“The sharp increase in debt at the onset of a global recession is worrying,” said Patricia Pelayo Romero, co-author of the report. 

“In emerging markets, households’ debt has increased with double-digit growth rates over the past decade, more than five times the speed seen in advanced economies. Still, overall debt levels seem manageable, but given the strong structural headwinds these markets are facing, there is a real threat of a debt crisis,” she added.
Asia: region of two speeds
Nevertheless, gross financial assets of Asia’s private households increased by 9.4 per cent in 2021. The development was dominated by China and Japan, whose private households held 51 per cent and 25 per cent of the region’s gross financial assets respectively, the report states. 

While in China gross financial assets increased by 12.2 per cent, Japan’s private households recorded a plus of 4.2 per cent. If Japan is not included in the calculation, total gross financial assets rose by 11.3 per cent in the region.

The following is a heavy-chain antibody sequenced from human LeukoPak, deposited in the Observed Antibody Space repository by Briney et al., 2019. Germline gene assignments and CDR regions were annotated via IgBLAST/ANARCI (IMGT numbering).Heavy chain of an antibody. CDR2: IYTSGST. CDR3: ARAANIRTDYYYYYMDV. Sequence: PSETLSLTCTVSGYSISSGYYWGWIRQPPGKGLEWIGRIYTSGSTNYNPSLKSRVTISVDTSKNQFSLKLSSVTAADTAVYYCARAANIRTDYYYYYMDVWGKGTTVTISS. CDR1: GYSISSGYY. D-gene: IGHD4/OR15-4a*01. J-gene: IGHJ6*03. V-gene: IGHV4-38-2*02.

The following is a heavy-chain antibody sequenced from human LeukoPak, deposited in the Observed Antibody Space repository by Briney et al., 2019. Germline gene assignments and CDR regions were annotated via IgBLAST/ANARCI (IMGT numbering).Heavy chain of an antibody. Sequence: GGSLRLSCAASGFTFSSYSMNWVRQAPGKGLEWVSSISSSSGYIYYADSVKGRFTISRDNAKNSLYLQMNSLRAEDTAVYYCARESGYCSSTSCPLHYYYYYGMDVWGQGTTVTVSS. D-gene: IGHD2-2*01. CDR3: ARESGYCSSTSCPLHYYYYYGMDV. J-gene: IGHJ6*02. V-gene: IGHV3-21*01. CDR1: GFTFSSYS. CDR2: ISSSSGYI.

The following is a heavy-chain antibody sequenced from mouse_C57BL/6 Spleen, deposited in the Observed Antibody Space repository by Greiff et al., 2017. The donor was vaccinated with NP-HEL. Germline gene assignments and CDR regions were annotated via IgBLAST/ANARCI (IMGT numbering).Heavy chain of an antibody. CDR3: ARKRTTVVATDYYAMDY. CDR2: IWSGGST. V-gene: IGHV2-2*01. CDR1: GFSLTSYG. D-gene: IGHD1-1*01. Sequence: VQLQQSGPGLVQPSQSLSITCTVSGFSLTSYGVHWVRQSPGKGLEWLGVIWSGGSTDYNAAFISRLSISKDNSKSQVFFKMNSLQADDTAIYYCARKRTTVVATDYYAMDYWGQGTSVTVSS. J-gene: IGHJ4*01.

These two countries are exemplary for Asia, which is still a region of two speeds, the report states. On the one hand, where double-digit financial assets' growth is mainly attributable to backlog demand, like Cambodia, India, Sri Lanka and the Philippines for example, and on the other, mature markets with less dynamic growth, such as Singapore, South Korea or Taiwan.
Just as in other parts of the world, securities recorded the strongest growth of all asset classes with 13.5 per cent, the report adds. Second in terms of growth were insurance and pension assets, which increased by 8.1 per cent, and third bank deposits with a plus of 7.7 per cent. However, the latter remained the dominating asset class in Asia’s private households’ gross financial assets portfolio with a share of 48.9 per cent, the report states. Securities regained in popularity and accounted for 31 per cent at the end of 2021, while the share of insurance and pension assets continued to decline to 18.4 per cent.